"I am not a boy."
Translation:Ich bin kein Junge.
Interesting factoid: "kein" can be used to question the validity of someone's profession of their ability at something. We do the same thing in English, z.B., "He's no doctor." The speaker doesn't mean the person is literally not a doctor, just that they are not good at what they do, or perhaps don't practice medicine ethically. "He's no artist." He does get paid to paint; you just don't think much of his style or subject matter.
No, "boy" (Junge) is masculine. But you have to use the nominative case after the verb "sein" (to be), not the accusative case. That's why it's "kein" (masc. nominative) and not "keinen" (masc. accusative).
See also: "Predicate nouns" (= use of the nominative case after the verb "sein") http://www.vistawide.com/german/grammar/german_cases_nominative.htm
Forms of "kein": http://goo.gl/BRVhK
That is a nice rule but in a case like this you could argue I'm negating the verb "bin", not the noun "Junge". The rule does seem useful with the following examples. "Ich liebe nicht Gretel." or better: "Ich liebe Gretel nicht". Then: "Ich liebe keine Gretel." And, of course, here they clearly mean two different things.
Anyway, thanks for that rule. I learned most of the German I know by ear, no by rules. I'd like to learn more rules.
"Keinen" is used for masculine nouns in the accusative case. "Junge" is a masculine noun, but after the verbs "sein" (to be) and "werden" (to become), you do not use the accusative case, but the nominative case. That's why it's "kein Junge" (nominative case) and not "keinen Jungen" (accusative case).
See here ("predicate noun"):
Except in this case, and any case where a sentence is saying "not a/an X", because that's when you're negating the verb.
If you say "I am not a boy", you are negating the verb "to be". If you say "I am no boy", or even "I am a not-boy", you are negating the noun "boy".
When you say something like "That is not a cat", you are saying what it isn't, hence you are negating the verb. But when you say "That is no cat", you are saying what it is, and negating the noun.
English negates verbs typically by following the verb with "not", or preceding it with "does not" (which is really just a negation of the auxiliary verb "to do"). There are actually very few cases where "not" is used to do something other than negating a verb; compound nouns such as "not-boy" above are the only exception I can think of at the moment.
I'm trying to figure out these negations. "nicht" is used to negate verbs and "kein" (in its various forms) is used to negate nouns; is that correct?
I think what's confusing me is that sometimes the negation is switched in translation, and sometimes it is not. For instance, here, we're negating the noun Junge, so the sentence is really a positive statement, "I am a not-boy", which is actually quite different from "I am not a boy", which is a negation of the verb. "I am not a boy" should be "Ich bin ein Junge nicht", if we weren't switching what gets negated in the translation, that is.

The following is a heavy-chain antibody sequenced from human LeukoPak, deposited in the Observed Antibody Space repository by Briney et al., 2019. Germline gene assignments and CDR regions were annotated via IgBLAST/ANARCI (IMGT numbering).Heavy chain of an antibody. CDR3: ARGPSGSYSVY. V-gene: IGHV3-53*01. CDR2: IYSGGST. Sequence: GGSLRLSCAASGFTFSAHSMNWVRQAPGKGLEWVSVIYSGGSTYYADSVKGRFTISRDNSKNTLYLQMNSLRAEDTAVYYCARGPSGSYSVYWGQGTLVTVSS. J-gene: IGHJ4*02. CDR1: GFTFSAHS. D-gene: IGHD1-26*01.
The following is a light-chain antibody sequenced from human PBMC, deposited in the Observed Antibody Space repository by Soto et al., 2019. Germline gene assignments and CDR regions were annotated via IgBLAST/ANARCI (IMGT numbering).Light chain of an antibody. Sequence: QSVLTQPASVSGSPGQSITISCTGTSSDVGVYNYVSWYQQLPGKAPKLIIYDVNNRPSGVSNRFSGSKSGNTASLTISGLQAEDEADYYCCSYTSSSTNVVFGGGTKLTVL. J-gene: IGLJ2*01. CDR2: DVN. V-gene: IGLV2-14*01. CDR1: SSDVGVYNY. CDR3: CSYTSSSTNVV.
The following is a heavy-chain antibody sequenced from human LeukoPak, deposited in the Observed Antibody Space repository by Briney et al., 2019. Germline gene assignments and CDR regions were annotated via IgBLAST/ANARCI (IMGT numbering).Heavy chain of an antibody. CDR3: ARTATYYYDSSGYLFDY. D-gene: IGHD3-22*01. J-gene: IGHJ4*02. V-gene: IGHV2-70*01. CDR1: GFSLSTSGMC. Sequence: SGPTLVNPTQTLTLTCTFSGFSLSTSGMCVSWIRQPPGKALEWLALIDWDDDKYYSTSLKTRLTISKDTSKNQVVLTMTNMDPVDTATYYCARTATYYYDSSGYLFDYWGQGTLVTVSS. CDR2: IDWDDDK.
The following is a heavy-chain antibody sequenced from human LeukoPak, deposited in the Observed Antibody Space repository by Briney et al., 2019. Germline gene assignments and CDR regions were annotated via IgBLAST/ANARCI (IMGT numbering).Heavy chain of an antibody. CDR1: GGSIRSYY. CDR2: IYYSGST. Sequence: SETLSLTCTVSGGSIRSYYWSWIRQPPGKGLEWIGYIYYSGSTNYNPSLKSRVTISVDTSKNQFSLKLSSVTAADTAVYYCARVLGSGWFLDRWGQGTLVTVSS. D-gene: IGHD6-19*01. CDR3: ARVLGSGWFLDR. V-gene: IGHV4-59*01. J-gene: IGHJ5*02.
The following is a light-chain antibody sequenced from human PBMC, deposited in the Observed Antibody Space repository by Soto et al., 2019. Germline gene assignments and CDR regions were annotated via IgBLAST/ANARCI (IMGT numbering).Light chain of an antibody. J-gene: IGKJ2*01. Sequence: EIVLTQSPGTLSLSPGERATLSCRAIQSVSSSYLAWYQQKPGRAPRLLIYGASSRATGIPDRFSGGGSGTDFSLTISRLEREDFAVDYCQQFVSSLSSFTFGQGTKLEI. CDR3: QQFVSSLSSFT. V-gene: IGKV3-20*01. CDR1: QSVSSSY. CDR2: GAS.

So, what I'm really saying is, is there any way to tell when to translate something literally versus switching whether it's the noun or the verb that gets negated? Obviously, practice and familiarity, but are the any clues about what tends to get negated?
Yes, that rule is correct. Consider it like this—
Are you negating a verb (she doesn’t swim, read, come from Kiel, etc.)? Use nicht: Sie schwimmt nicht; sie liest nicht. Sie kommt nicht aus Kiel.
Or are you saying that you have, or you eat, none of something (we have no coffee, no money, etc.)? Use kein + noun: Er trinkt kein Kaffee. Wir haben kein Geld.
Or are you saying that thing X is not thing Y? Use kein + noun. Ich bin kein Junge. Das ist keine Rose.
Where you’re getting tangled, I think, is that the verb sein (bin, bist, ist, sind, seid) isn’t REALLY a verb in the way it functions with
nouns in the predicate. It’s more like an = sign. It’s not an action verb.
The other thing that is getting you confused is this idea of “switching” something. That’s not how it actually works. English and German are different languages with different rules, and different ways to say things. And you can’t usually map translated sentences word for word one to the other. Instead, it’s better to think of it as, “this is how this language expresses this idea.” (Literal translations that work are pretty rare, actually, except in very simple sentences like *I have a blue jacket.”).
As a rule, if you are saying that someone has none of something, eats no X, or A is not B, use kein.
Aha— one other thing comes to mind: English of earlier periods used a structure much more like German in this respect. Think of “Jack Sprat would eat no fat, his wife would eat no lean”. Exactly the same as German structure. But in modern English, especially in the USA, we express that concept as “doesn’t eat fat” rather than “eats no fat.”